Tools for interacting with Gaffer
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README.md
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README.md

Getting tooled up to use Gaffer

This page describes a set of alpha-quality tools I'm playing with to get working with the Gaffer graph database. My interest is linked data / RDF, and using linked data visualisation.

Compiling Gaffer

This is covered in Gaffer's Getting Started Guide. But basically, download the source, check out the develop branch and run:

mvn clean package install

I have this working with git revision 35010869cae9a246e064a2be2fd568b7a32d06b9

The REST interface

Starting the REST interface

Gaffer has a REST interface which can be integrated with your favourite web server, but for experimenting the stand-alone web service can be easily started from the command line.

To use it, you need to feed it my data schema. So, you need to copy dataSchema.json and dataTypes.json from my source directory gaffer-schema into your gaffer source directory at example-rest/src/main/resources/schema.

Then in the Gaffer source tree, go into the example-rest directory and run:

mvn install -P standalone

Some compiling occurs, and then the REST API starts on port 8080.

Testing the REST interface

There are three Python scripts which test the REST API is working:

  • python addelements.py. It adds some elements to the graph. It produces no output.

  • python dooperations.py runs a key range query. Output should be this:

    [{"class":"gaffer.data.element.Edge","properties":{"name":{"gaffer.function.simple.types.FreqMap":{"r:u:http://ex.org/#eats":4,"@r":4}}},"group":"BasicEdge","source":"n:u:http://ex.org/#lion","destination":"n:u:http://ex.org/#zebra","directed":true}]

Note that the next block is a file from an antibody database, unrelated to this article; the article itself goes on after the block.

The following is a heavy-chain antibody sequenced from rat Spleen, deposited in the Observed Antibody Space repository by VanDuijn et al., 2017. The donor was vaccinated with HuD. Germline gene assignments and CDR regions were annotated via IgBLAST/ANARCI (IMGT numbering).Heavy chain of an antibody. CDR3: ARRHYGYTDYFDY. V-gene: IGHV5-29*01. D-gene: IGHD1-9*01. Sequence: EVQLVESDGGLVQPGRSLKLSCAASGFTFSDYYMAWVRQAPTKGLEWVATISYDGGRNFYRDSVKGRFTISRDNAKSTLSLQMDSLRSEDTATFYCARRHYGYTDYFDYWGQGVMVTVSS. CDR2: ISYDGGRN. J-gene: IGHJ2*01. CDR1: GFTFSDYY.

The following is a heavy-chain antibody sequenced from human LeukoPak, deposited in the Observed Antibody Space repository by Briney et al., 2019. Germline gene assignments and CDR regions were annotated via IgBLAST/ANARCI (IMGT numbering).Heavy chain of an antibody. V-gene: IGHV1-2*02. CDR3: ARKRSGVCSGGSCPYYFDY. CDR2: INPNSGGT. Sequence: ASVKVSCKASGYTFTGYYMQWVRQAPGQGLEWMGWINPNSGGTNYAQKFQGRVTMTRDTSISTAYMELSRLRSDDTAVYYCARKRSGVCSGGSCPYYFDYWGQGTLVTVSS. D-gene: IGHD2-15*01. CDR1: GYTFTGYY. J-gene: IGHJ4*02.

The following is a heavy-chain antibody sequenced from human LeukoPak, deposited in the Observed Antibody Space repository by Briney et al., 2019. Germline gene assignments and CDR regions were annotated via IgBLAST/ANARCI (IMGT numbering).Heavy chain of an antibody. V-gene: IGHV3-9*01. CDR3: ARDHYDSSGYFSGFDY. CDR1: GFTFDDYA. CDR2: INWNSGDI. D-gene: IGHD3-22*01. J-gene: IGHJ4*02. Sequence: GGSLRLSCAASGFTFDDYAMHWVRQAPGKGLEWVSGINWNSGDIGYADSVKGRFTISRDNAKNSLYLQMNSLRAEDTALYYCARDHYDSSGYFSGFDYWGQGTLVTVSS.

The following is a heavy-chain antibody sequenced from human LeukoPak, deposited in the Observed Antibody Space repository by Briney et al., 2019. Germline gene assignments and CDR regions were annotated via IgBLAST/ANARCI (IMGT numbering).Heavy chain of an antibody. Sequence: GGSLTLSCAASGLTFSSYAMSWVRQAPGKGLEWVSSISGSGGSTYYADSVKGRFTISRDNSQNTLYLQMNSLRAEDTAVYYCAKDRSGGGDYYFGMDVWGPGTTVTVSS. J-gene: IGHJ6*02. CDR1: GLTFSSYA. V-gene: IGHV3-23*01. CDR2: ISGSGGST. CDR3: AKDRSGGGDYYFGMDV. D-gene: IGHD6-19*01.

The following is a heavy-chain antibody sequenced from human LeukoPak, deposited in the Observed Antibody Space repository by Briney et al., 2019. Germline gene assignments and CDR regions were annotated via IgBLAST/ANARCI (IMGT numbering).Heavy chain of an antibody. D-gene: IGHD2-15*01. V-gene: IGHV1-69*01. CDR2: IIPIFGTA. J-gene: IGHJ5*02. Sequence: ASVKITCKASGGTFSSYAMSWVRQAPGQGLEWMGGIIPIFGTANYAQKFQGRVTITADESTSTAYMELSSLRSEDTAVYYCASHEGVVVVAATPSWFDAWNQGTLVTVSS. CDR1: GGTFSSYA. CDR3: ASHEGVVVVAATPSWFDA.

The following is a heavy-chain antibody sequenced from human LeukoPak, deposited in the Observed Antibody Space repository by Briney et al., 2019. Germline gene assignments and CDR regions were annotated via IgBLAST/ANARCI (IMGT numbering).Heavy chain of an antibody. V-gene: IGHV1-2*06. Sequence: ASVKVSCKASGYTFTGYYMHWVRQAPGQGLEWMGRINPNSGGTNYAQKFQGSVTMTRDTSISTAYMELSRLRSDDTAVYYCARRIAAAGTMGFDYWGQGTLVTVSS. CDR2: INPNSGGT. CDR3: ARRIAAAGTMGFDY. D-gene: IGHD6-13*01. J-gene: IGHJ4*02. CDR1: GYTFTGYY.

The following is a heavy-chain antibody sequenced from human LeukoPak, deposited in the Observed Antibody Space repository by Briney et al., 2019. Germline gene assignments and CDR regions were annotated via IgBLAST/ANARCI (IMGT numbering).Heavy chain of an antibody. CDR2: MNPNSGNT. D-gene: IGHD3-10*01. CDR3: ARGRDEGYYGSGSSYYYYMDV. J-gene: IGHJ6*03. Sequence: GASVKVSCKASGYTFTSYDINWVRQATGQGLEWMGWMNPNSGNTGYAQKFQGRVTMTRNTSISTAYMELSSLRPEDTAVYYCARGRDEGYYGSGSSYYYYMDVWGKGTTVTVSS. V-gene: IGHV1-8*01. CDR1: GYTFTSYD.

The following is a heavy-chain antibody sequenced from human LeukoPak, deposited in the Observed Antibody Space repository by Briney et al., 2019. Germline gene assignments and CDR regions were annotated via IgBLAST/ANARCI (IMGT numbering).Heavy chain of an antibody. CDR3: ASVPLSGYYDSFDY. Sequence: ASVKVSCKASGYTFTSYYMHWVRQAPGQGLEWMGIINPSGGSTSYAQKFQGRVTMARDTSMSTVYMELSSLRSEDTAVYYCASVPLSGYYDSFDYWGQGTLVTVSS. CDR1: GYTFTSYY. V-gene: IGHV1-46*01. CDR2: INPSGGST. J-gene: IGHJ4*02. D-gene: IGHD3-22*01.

• python getrelatededges.py runs a related edge query. Output should look like this:

    [{"class":"gaffer.data.element.Edge","properties":{"name":{"gaffer.function.simple.types.FreqMap":{"r:u:http://ex.org/#eats":4,"@r":4}}},"group":"BasicEdge","source":"n:u:http://ex.org/#lion","destination":"n:u:http://ex.org/#zebra","directed":true}]
    

The Gaffer code is Java code. You know if there's a problem, because you get a massive stack trace.

Redland, RDF and SPARQL

Install Redland

Redland is a set of APIs and utilities which support storage of RDF. You'll need to install Redland and the development libraries, plus dependencies (curl, json-c, sqlite).

On Fedora, you need to install at least this set of packages:

  • redland
  • redland-devel
  • raptor2
  • raptor2-devel
  • rasqal
  • rasqal-devel
  • librdf
  • librdf-devel
  • python-librdf
  • curl-devel
  • json-c-devel
  • sqlite-devel
  • gcc-c
  • gcc-c++

Compiling the code

This is in the redland directory. Once Redland is installed, you should be able to compile the code by typing:

make

from the redland directory.

This compiles a set of things:

  • A Redland store for Gaffer, librdf_storage_gaffer.so. This needs to be installed in the Redland storage module directory, which on my box is /usr/share/redland.
  • An executable, test-sqlite which performs a set of RDF operations against an SQLite store STORE.DB.
  • An executable, test-gaffer which performs the same set of RDF operations against a Gaffer database.